THE FEDERAL REPUBLIC OF NIGERIA V GEORGE OSAHON AND 7 ORS-2006

THE FEDERAL REPUBLIC OF NIGERIA V GEORGE OSAHON AND 7 ORS

(2006) LCN/3550(SC)

In the Supreme Court of Nigeria

Friday, February 17, 2006


Case Number:SC. 23/2004

 

JUSTICES:

S. M. A. BELGORE JUSTICE, SUPREME COURT

I. L. KUTIGI JUSTICE, SUPREME

A. I.KATSINA-ALU JUSTICE, SUPREME COURT

D. MUSDAPHER JUSTICE, SUPREME COURT

I. C. ACHOLONU JUSTICE, SUPREME COURT

M. MOHAMMED JUSTICE, SUPREME COURT

W. S.ONNOGHEN JUSTICE, SUPREME COURT

APPELLANTS

THE FEDERAL REPUBLIC OF NIGERIA

 

RESPONDENTS

GEORGE OSAHON AND 7 OTHERS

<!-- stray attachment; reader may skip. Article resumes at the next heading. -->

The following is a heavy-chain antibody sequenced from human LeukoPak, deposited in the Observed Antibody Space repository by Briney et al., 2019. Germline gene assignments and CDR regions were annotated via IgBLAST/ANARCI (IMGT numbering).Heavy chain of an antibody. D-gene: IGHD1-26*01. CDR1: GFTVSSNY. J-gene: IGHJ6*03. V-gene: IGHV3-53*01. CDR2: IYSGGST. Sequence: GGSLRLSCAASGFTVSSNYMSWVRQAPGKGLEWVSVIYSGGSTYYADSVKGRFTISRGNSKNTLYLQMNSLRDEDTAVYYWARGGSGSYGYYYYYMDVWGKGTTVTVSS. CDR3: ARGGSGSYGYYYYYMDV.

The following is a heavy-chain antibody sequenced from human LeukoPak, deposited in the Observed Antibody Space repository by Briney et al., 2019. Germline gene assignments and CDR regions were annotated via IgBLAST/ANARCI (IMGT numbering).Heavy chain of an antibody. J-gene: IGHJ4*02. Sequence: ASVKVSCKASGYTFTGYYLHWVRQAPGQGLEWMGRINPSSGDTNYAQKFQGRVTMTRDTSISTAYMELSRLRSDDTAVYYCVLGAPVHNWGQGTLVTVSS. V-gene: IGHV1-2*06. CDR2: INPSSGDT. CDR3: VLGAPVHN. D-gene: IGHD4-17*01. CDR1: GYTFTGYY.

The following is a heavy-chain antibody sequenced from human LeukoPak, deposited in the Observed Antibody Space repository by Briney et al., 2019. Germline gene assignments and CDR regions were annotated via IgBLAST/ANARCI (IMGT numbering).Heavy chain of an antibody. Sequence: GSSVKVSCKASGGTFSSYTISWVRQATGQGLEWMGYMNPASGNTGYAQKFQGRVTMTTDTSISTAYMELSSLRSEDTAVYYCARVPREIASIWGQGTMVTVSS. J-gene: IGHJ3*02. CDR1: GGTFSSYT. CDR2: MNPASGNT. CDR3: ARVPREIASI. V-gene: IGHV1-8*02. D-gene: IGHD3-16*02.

S. M. A. BELGORE, JSC. (Delivering the Judgment of the Court):  The Appellant by an amended charge was before Federal High Court, Lagos Division (Nwodo J.), charging the Respondents with various offences under Miscellaneous Offences Decree (Act) of 1984. The prosecutor was Nuhu Ribadu. By a Motion on Notice the 2nd, 3rd, 4th, 5th, 6th, 7th, 8th and 9th Defendants, (now 1st – 8th Respondents) prayed for the charge to be quashed upon the following grounds: (1)  Under Section 174(1) (a) of the 1999 Constitution, only the Attorney-General of the Federation is empowered to institute and undertake criminal proceedings against the 2nd to the 9th Accused persons in respect of offences created under the Miscellaneous Offences Decree) No. 20 of 1984; PAGE| 2 (ii)  The powers conferred on the Attorney-General of the Federation under Section 174(1)(a) of the 1999 Constitution can only be exercised by him in person or through officers of his department; and: (iii)  The prosecutor in these proceedings and/or other persons assisting him are Police Officers and are not officers of the Attorney-General of the Federation’s office/department. (iv)  The charges and/or the amended charges herein are an abuse of legal process. The supporting affidavit pointed out that the Prosecutor, Nuhu Ribadu, was a police officer in Nigeria Police Force and that all those assisting him to prosecute were similarly police officers. It was further deposed in the affidavit that it was believed that the appropriate authority empowered to institute and undertake criminal proceedings against the Respondents herein in respect of offences created under Miscellaneous Offences Act is the Attorney-General of the Federation or through officers in his Ministry. As Nuhu Ribadu and other police officers with him now prosecuting were not officers in the Attorney-General’s Department and they had no fiat of the Attorney-General to prosecute the matter, the charges should be quashed. In a Counter-Affidavit sworn to by an Inspector-General of Police, Mr. Paul Okafor, it was deposed that the police did not need the fiat of the Attorney-General of the Federation to prosecute the offences under Miscellaneous Offences Act by virtue of Section 23 of Police Act (Cap. 359 Laws of the Federation of Nigeria 1990). It was further deposed that though the Attorney-General and members of his department could prosecute, the police equally could prosecute under the Act. In her ruling dated 18th July, 2001, Nwodo, J. referred to S. 56 of the Federal High Court Act which reads: “In the case of a prosecution on behalf of the Government of the Federation or by any public officer in his Official capacity, the Government of the Federation or that officer may be represented by a law officer, State Counsel, or by any legal practitioner duly authorized in that behalf by or on behalf of the Attorney-General of the Federation.” And held that the law officers specified in the section are of two categories, to wit, the law officers in Ministry of Justice and law officers in other government departments. She, therefore, came to the conclusion that like officers who are legally qualified (in this case officers called to Nigerian Bar) can prosecute without the fiat of the Attorney-General and that there was no violation of S.174 of the Constitution of the Federal Republic of Nigeria 1999. Against this decision, an appeal was lodged at the Court of Appeal, Lagos Division. Before setting out the issues for determination in that Court, it is pertinent to set out the Grounds of Appeal for better appreciation: 2. GROUNDS OF APPEAL PAGE| 3 ERROR IN LAW The learned trial judge erred in law when she held: “in the present case, there is no evidence to show that Attorney-General desires or has entered the arena. Until then, the present prosecutor who is not just a police officer but a legal practitioner and entitled to practice in all courts in Nigeria, has the vested right to initiate and prosecute this case.” PARTICULARS: (i)  A “police officer” is not one of the officers authorized in Section 56(1) of the Federal High Court Act to represent the government on the case of a prosecution by or on its behalf in the Federal High Court and it does not matter if the Police officer is a legal practitioner or not; (ii)  The specific provisions of Section 56(1) of the Federal High Court Act which govern the category of officers that can represent the Government of the Federation in the case of a prosecution by or on its behalf in the Federal High Court and excludes “police officers” should have been invoked by the learned trial judge over the general powers of prosecution contained in Section 23 of the Police Act: (iii)  Under Section 56(1) of the Federal High Court Act, a “legal practitioner” cannot represent the Government of the Federation in a prosecution by or on its behalf in the Federal High Court unless he is authorized by the Attorney-General of the Federation: (iv)  To promote the general purpose of the legislature and the spirit of the Miscellaneous Offences Act of Decree, only the Attorney-General of the Federation or any person duly authorized by him can prosecute any offence under the Act or Decree; (v)  Ab initio, the present prosecutor though a police officer and a legal practitioner does not have a vested right to initiate and prosecute this case on behalf of the government of the Federation in the Federal High Court. 2. ERROR IN LAW The learned trial judge erred in law when she held: “Therefore one can conveniently hold that the word, ‘law officer’ as envisaged in Section 56(1) of Federal High Court Act extend to law enforcement officers such as police officers.” PARTICULARS (i)  A “police officer” is not a “law officer” within the meaning of Section 3 of the Law Officers Act Cap 204 laws of the Federation: PAGE| 4 (ii)  “Law Officer” as envisaged in section 56(1) of Federal High Court Act and the Law Officers Act does not extend to law enforcement officers such as police officers: (iii)  Since Section 56(1) of the Federal High Court Act expressly excludes a “police officer” from the category of officers that can represent the government of the Federation in the case of a prosecution by or on its behalf in the Federal High Court, the police officer prosecuting this case cannot prosecute this case under guise of a “law officer.” 3. MISDIRECTION IN LAW After conceding that there was no express provision in the Federal High Court Act giving a police officer the right to prosecute in the Federal High Court, the learned trial judge misdirected herself in law when she held thus:   “I do concede that there is no express provision in the Federal High Court but like I earlier discussed, it does not expressly exclude police officers. I disagree most respectfully with counsel that the case of Olusemo is not applicable. Granted, the law in that case was on the penal code and rested on the Federal Capital Territory, Abuja High Court Act. The principle of law discussed on the right of a police officer to prosecute is the same as the present case.” PARTICULARS: (i)  The absence of express provision in the Federal High Court Act allowing a police officer to prosecute meant that “police officer(s)” were expressly excluded, (ii)  Once the learned trial judge conceded that the Federal High Court Act did not expressly provide for a police officer to prosecute in the Federal High Court, she was left with no option but to hold that the prosecution of the Appellants was incompetent and an abuse of court process; (iii)  The facts, circumstances and principle of law of this case are clearly distinguishable from the case of Olusemo V. C.O.P 1998 11 NWLR part 575, page 547 and particularly, Section 56(1) of the Federal High Court Act was not considered by the Court of Appeal in Olusemo’s case; (iv)  Section 98(1) of Federal Capital Territory, Abuja High Court Act considered in the case Olusemo V. C.O.P (Supra); recognizes that a “law officer” is different from a “police officer” and specifically allows a “police officer” to represent the “State” in the case of a prosecution in the Abuja High Court. 4. RELIEF SOUGHT FROM THE COURT OF APPEAL That the Appeal be allowed and the ruling of the learned trial judge dated the 18th day of July, 2001 be set aside. On those Grounds of Appeal, the sole issue for determination by Appellants therein (now Respondents) is as follows:- PAGE| 5  “Under S. 56(1) of the Federal High Court Act, only a law officer, a state counsel or legal practitioner duly authorized by the Attorney-General of the Federation can represent the government of the Federation in a prosecution by or on its behalf in the Federal High Court. Can a Police Officer (irrespective of being called to the Nigerian Bar) represent the government of the Federation in the Federal High Court?” In their brief, the Respondents as Appellants in the court below adverted to several cases including Awobute V. The State (1976) ALL NLR 237, 253; Layiwola & Others V. The Queen (1959) 4 FSC 119 and Law Officers Act (Cap. 204 Laws of the Federation of Nigeria 1990) to demonstrate who is a law officer. The Appellants further advanced a canon of interpretation that where there are two laws, one specific and the other general, and they are in conflict on the same issue or subject-matter, the specific law should be followed and referred to Ezeadukwa V. Maduka (1997) 8 NWLR (Pt 518) 635. Finally, it was submitted that the criminal proceedings as initiated by the Police Officers was totally incompetent, null and void by relying on Okafor v The State (1976) 5 S.C. 13; Onwuka V. The State (1970) 1 All NLR 159; Queen V. Owo (1962) 1 All NLR 659, 666, 667. A distinction was pointed out between Section 98 Federal Capital Territory Act which reads: Section 98 of the FCT Act provides:  “In the case of a prosecution by or on behalf of the State or by a public officer in his official capacity, the officer, Director of Public, Prosecutions, State Counsel, administrative officer, “POLICE OFFICER”, or by any legal practitioner or other person duly authorized in that behalf by or on behalf of the Attorney-General or, in revenue cases, authorized by the head of the department concerned”. (emphasis mine) While Section 56 of the Federal High Court Act provides: “In the case of a prosecution by or on behalf of the government of the Federation or by any public officer in his official capacity the government of the Federation or that officer may be represented by a law officer, State Counsel, or by any legal practitioner duly authorized in that behalf by or on behalf of the Attorney-General of the Federation”. (emphasis mine) The present Appellant as Respondent set out two issues for determination as follows: 1.  Can an accused person, or even a court, object to the counsel representing the complainant in a criminal matter on the ground that the said counsel did not obtain the authority of the Attorney-General of the Federation when the Attorney-General himself did not so object? 2.  Can a legal practitioner who is a Police Officer be barred from acting as counsel to the Federal Government of Nigeria in a criminal matter in the Federal High Court merely because he does not have a Fiat (i.e. a legal instrument issued in writing) or even the authority of the Attorney-General of the Federation? PAGE| 6 The main plank of the Respondent was that it was not the business of the Appellants as Defendants in trial Court to question who prosecuted on behalf of the Federal Government. Reference was made to Nigerian Union of Railwaymen V. Nigerian Railway Corporation (1996) 9 NWLR (pt. 473) 490, 504. The second issue as proposed, seemed to be in the alternative to the first issue: Where the provision of a statute is in conflict with the Constitution, the Constitution shall prevail and the statute will be void to the extent of the inconsistencies: Section 56 of Federal High Court Act, though not inconsistent with S. 174 of the Constitution, the operative word is “may” which is not compulsive but discretionary. Court of Appeal found favour with the argument of the Appellants before it. Juxtaposing S.98 (1) High Court Act (FCT) with S. 56 Federal High Court Act, it came to the conclusion that the latter Act deliberately excluded Police Officers from prosecution and thus allowed the appeal. Thus, this appeal to the Supreme Court. Because of the importance of this matter to the legal profession and its constitutional implications the court asked for briefs from amici curiae to wit, Chief Bayo Ojo SAN then President of the Nigerian Bar Association and Olujinmi, SAN, the then Attorney-General of the Federation. Chief Ojo is now the Attorney-General of the Federation and has abandoned his brief as President NBA and adopts the brief of his predecessor in office which is not much different from his own. Now we have the briefs by parties to this appeal and the brief of Attorney-General of the Federation as amicus curiae. Counsel for the Appellant, Alhaji Abduilahi Ibrahim, SAN, formulated only one issue for determination reading as follows: ISSUES FOR DETERMINATION: Having regard to the ground of appeal filed in this appeal, the Appellant contends that there is one issue arising for determination in this appeal and that is – Whether the Court of Appeal was right when in interpreting Section 56(1) of the Federal High Court Act, Section 23 of the Police Act and Section 174(1) of the 1999 Constitution, came to the conclusion that the police officers prosecuting the Respondents lack the competence to initiate or conduct prosecution before the Federal High Court. This issue is based on the Grounds of Appeal filed. It must be pointed out that some facts are not disputed, to with: (i)  “The suit has been instituted by a police officer who is also a qualified barrister and solicitor of the Supreme Court of Nigeria by virtue of Legal Practitioners Act and ostensibly entitled to practice before any court, whether of superior Court of record or not. (ii)  It is also true he never filed the suit (criminal charge) with the fiat of the Attorney-General of the Federation as the charge relates to Federal offences i.e. offences under the Statute/Act of National Assembly. However, the big issue is whether a police officer, legally qualified to practice law in all courts in the Federation by virtue of his having been called to Nigeria Bar under Legal Practitioners Act, can institute criminal proceedings without the fiat of the Attorney-General of the Federation.  PAGE| 7 To answer this all important question, it is pertinent to refer to the relevant Acts of National Assembly vis-à-vis the provisions of the Constitution of Federal Republic of Nigeria 1999. Sections 56(1) and 57 of the Federal High Court Act read as follows: S.56(1) “In the case of prosecution by or on behalf of the Government of the Federation or by any Public Officer in his official capacity the Government of the Federation or that officer may be represented by a law officer, state counsel, or by any legal practitioner duly authorized in that behalf by or on behalf of the Attorney-General of the Federation. S.57:  All persons admitted as legal practitioners to practice in Nigeria shall, subject to the provisions of the Constitution and Legal Practitioners Act have the right to practice in the court”. Federal High Court held by virtue of the above provisions and relative to provisions of S.174(1) of the 1999 Constitution, the legally qualified police officer can file criminal charges and prosecute in all courts in the country subject to the exception in those constitutional provisions. The court considered the Police Act in Section 23 thereof reading: S.23:  “Subject to the provisions of Section 174 and Section 211 of the Constitution of the Federal Republic of Nigeria (which relate to the power of the Attorney-General of the Federal and of the State to institute and undertake, take over and continue criminal proceedings against any person before any court in Nigeria) any police officer may conduct in person all prosecutions before any court whether or not the information or compliant is laid in his name.” And read it along with S.174 (1) (a), (b) and (c) of the Constitution, (supra) to come to its decision. Court of Appeal held otherwise. I think the argument that seemed to persuade Court of Appeal is in the argument of the present Respondents as Appellants calling the Police Act a General Act and the Federal High Act Specific Act. That dichotomy certainly swayed the court below. That decision, to my mind is misplaced. In the present appeal, it seems the Attorney-General of the Federation as amicus curiae followed that general line in the brief filed. If the Police Act was made by National Assembly, so is the Federal High Court Act. There is no magic wand behind the phrase “any court” in Police Act; the same phrase has been employed in S.174(1)(a) of the Constitution. The cases of Araka V. Egbue (2003) 17 NWLR (pt. 848)1, (2003) 10 SCM, 178 Ezeadukwa V. Maduka (1997) 8 NWLR (pt. 518) 635, 657, are far from relevant to the present issue before us. Where two provisions, one each from an Act of National Assembly conflict in relation to the same subject-matter, as in this instance, question of right to prosecute criminal matter in Federal High Court, the conflict cannot be isolated to the two provisions only insofar as there are constitutional provisions on the same matter. In such a situation, the provisions of the constitution shall govern the interpretation. The Constitution of the Federal Republic of Nigeria 1999 provides as follows:- Section 174(1) of the Constitution provides: “174(1) The Attorney-General of the Federation shall have power:- (a) to institute and undertake criminal proceedings against any person before any court of law in Nigeria, other than a court martial, in respect of any offence created by or under an Act of the National Assembly; PAGE| 8 (b) to take over and continue any such criminal proceedings that may have been instituted by any other authority or person; and (c) to discontinue at any stage before judgment is delivered any such criminal proceedings instituted or undertaken by him or any other authority or person”. (Emphasis supplied). The question of specific provision or general provision of any enactment will disappear in the face of clear provisions of the Constitution. The Constitution without any ambiguity, recognizes as S. 174(1)(b) provides:  “any such criminal proceedings that may have been instituted by any other authority or person.” The same “any other authority or person,” appears in S.174(1)(b). If there is any aspect of ambiguity, it could be the word “person”. The Police Force is an authority of the Federal Government. But as the Constitution provides “any person,” does it mean that a flood-gate is opened for all persons (whether legally qualified or not) to prosecute criminal proceedings in any court in Nigeria? Constitution of any country is the embodiment of what a people desire to be their guiding light in governance, their supreme law, fountain of all their laws. As such, Constitution is not at any given situation expected to or presumed to contain ambiguity. All its provisions must be given meaning and interpretation even with the imperfection of the legal draftsman. Common sense must be applied to give meaning to all its sections or articles. To appear in all superior courts of record in Nigeria to prosecute any case, civil or criminal, the person is presumed to be a legal practitioner as provided in Legal Practitioners Act. So the words “any…person” presumes as “represented by a legal practitioner”. And for “any other authority” presupposes that authority could be represented by a legally qualified person either in that authority or engaged for the purpose by that authority. For example in cases of negative averment whereby a person has defaulted in paying his taxes, the Board of Inland Revenue can engage services of a legal practitioner or a legally qualified employee of the Board to prosecute the defaulter. It does not mean however that in all cases, a legally qualified person must appear. It is only desirable, because superior courts of record have attained the tradition of only legal practitioner, in the main, prosecuting cases, whether civil or criminal before them. Section 56(1) Federal High Court Act, cannot in the face of S.174(1) of the Constitution (supra) take over for interpretation under the cannon of construction – “expressio unus est exclusio alterius.” The constitution must prevail. Police authority can, be virtue of the aforementioned provisions of S.174(1) of the Constitution prosecute any criminal suit either through its legally qualified officers or through any counsel they may engage for the purpose. (see NPS V. Adekanye (No. 1) (2002) 15 NWLR (pt. 790) 318, 329,) (2002) 12 SCM 37. “Any other authority or person” can definitely institute criminal prosecution. The powers of the Attorney-General of the Federation or of the State are not exclusive, any other person or authority can prosecute. However, the Attorney-General can take over or continue the prosecution from any such authority or person.  PAGE| 9 He can also discontinue by way of nolle prosequi. Once the constitution is clear and unambiguous on this issue, the defects in S.56(1) Federal High Court Act affect only appearance but its omission of “any other person or authority” has not brought it into conflict with the constitution,” its inadequacy is merely procedural. It is clear in S.57 Federal High Court Act that all legal practitioners have right of appearance in Federal High Court. But I am of the view that S.57 (supra) is not of any help in dealing with S.56(1). But the use of the phrase “subject to” in S.23 Police Act in reference to S.174(1) of the Constitution is clear that constitutional provision will govern in case of doubt. Therefore, the argument which carried the day in the lower court as regards S.56(1) (supra) in respect of expressio unus est exclusio alteruis will not work with the constitution. The Constitution cannot be strictly interpreted like an Act of National Assembly or a Law of State Assembly. As I said earlier, it must be construed without ambiguity because it being fountain of all laws, it is not supposed to be ambiguous. It must be literally interpreted so that every section therein will have meaning. All canons of construction will not abate but will be employed with great caution. PDP V. INEC (1999) 11 NNLR (pt. 626) 200, 243) Therefore when the constitution is clear as to its intendment on any subject, the courts in giving construction thereto, are not at liberty to search its meaning beyond it. Any power given by the constitution, cannot therefore be taken away by any Act of National Assembly or Law of a state or a subsidiary legislation. Nkwocha V. Governor of Anambra State (1984) 1 SCNLR 634; Landboye V. Ogunsiji (1990) 6 NWLR (pt. 155)210; Adisa V. Oyinwola (2000) 10 NWLR (pt. 674) 116, 215. As I posited earlier, the constitution is not to be construed with any ambiguity or mistake by its framers, it must not be subordinated to any other law and in construction must not be subjected to indignity of deletion of any section or part thereof. The provisions of S.56 Federal High Court Act have not closed the category of those who could prosecute criminal cases in the Federal High Court; have they purported to do so, they will conflict with S.174(1) of the Constitution. (A.G. Ondo State V. A.G. Ekiti State (2001) 17 NNLR (pt. 743) 706, 770 paras A-B), (2001) 12 SCM 23. The Police Act in S.23 is made subject to S. 174 and 211 of the Constitution. The constitution cannot be trivialized or be in terrorem of any law. The use of the phrase “subject to” as in S.23 (supra) is a very clear manifestation of the provisions of the constitution vis-à-vis any other law. Tukur V. Governor of Gongola State (1984) 4 NNLR (pt. 117) 580; Labiyi V. Anretiola (1992) 8 NWLR (pt. 258) 139, 163, 164. In the face of provisions of the constitution, the Acts or Laws of the country brood no ground for classification into specific or general provisions to defeat the constitution. I can at any rate find no conflict between the provisions of S.23 Police Act and Section 56(1) Federal High Court act once they are juxtaposed and then read with S.174(1) of the Constitution. Kalgo, JCA (as he then was correctly summed up the situation in Olusemo V. Commissioner of Police (1998) 11 NWLR (pt. 575) 547, 558, when he said: PAGE| 10  “By these provisions the Attorney-General of the Federation and of the State as the case may be, are themselves empowered to institute and undertake any criminal proceedings in any court in Nigeria and if any other person or authority instituted or undertook any such criminal proceedings in any court in Nigeria, within their respective jurisdictions, they have the power to take it over, continue or discontinue at any stage of proceedings; in the instance, the power to prosecute or undertake criminal prosecution is vested in the Police Officer under Section 23 of the Police Act subject to the exercise of powers conferred on the Attorney-General by the provisions of Section 160 of the Constitution. It is very clear and without any doubt that the Attorney-General of the Federation has not exercised his powers under Section 160 of the Constitution in the instant case. Therefore, the Police Officers’ powers to prosecute in the criminal proceedings in this case is not limited, restricted or controlled. Mr. Ehindero qua Police Officer is competent to prosecute in these proceedings in any court in Nigeria including the High Court.” (emphasis supplied) His Lordship continued:  “Since the applicant’s main objection was the appearance of Mr. Ehindero in the High Court, it is necessary to examine the relevant provisions of the FCT High Court Abuja as contained in Cap. 510 of the Laws of the Federation of Nigeria 1990.” The case decided clearly that Mr. Ehindero A.I.G (as he then was) as a legally qualified person, could prosecute any criminal case in any court in Nigeria. From colonial period up to date, police officers of various ranks have taken up prosecution of criminal cases in Magistrates and other courts of inferior jurisdiction. They derive their powers under S.23 Police Act. But when it comes to superior courts of record, it is desirable, though not compulsory that the prosecuting Police Officer, ought to be legally qualified. This is not deleting from provisions of S.174(1) of the Constitution, rather it maintains age long practice of superior courts having counsel rather than by persons in most cases prosecuting matters. The confusion that this matter has caused is rather unfortunate for trial of criminal cases; it has caused a disturbingly long delay. Previous Constitutions before 1979 provided for the post of Director Public Prosecutions, an independent officer, with powers in a statute. The absence of this vital office from subsequent constitutions has created this dilemma. But the worrisome side of this case is the failure of the Attorney-General to take over the prosecution. Perhaps the witnesses in the substantive prosecution are still available. Justice seems to suffer some delay in this case. For the foregoing reasons, I allow this appeal and hold that a Police Officer can prosecute by virtue of S.23 Police Act, S.56(1) Federal High Court Act and S.174(1) of the Constitution of the Federal Republic of Nigeria, 1999. I, therefore, set aside the decision of Court of Appeal and restore the ruling of Federal High Court. A. I. KATSINA-ALU, JSC: (Dissenting Judgment). This is an appeal against the judgment of the Court of Appeal (Lagos Division) delivered on 22 May, 2003 whereby the court set aside the decision of Nwodo J. of the Federal High Court and held that the Police officers prosecuting the Respondents lacked the competence under Section 56(1) of the Federal High Court Act to do so. Consequently, the Court of Appeal struck out the charges against the respondents. The short facts of the case are these. The respondents were arraigned before the Federal High Court Lagos on a six count charge and/or amended charge filed by Police officers of the Nigeria Police on 18 January 2001 and 9 February 2001 respectively under the Miscellaneous Offences Decree No.20 of 1984. PAGE| 11 In the course of the proceedings, the respondents filed an application seeking to quash the charge on the ground that by virtue of Section 174(1) (a) of the 1999 Constitution, it is only the Attorney-General and officers of his department that can institute or undertake criminal proceedings against them on behalf of the Government of the Federation in that court. The police officers contended that they had powers under Section 23 of the Police Act to prosecute the respondents before the Federal High Court. It was said that they did not require the fiat of the Attorney-General of the Federation to initiate and prosecute the charge. The Federal High Court in its ruling dismissed the application of the Respondents and held that Police officers had the power to prosecute the Respondents on behalf of the Government of the Federation. On appeal to the Court of Appeal, that court allowed the appeal and held that the Police officers presently prosecuting the Respondents before the Federal High Court lacked the competence under section 56(1) of the Federal High Court Act to do so. This appeal to this court is from that decision. In its brief of argument, the Appellant submitted a lone issue for determination. It reads:  “Whether the Court of Appeal was right when in interpreting Section 56(1) of the Federal High Court Act, Section 23 of the Police Act and Section 174(1) of the 1999 Constitution, came to the conclusion that the police officers prosecuting the Respondents lack the competence to initiate or conduct prosecution before the Federal Court.” The sole issue submitted by the Respondents is similar and indeed identical to the Appellant’s issue. The main issue in this appeal is the interpretation or construction of section 56(1) of the Federal High Court Act, section 23 of the Police Act and section 174(1) of the Constitution of the Federal Republic of Nigeria 1999 vis-à-vis the powers of the Police Officers to represent the Government of the Federation in a prosecution by or on its behalf in the Federal High Court. I shall deal first with Section 174(1) of the 1999 Constitution. It provides:  “174(1) The Attorney-General of the Federation shall have power –  (a) to institute and undertake criminal proceedings against any person before any court of law in Nigeria, other than a court martial, in respect of any offence created by or under an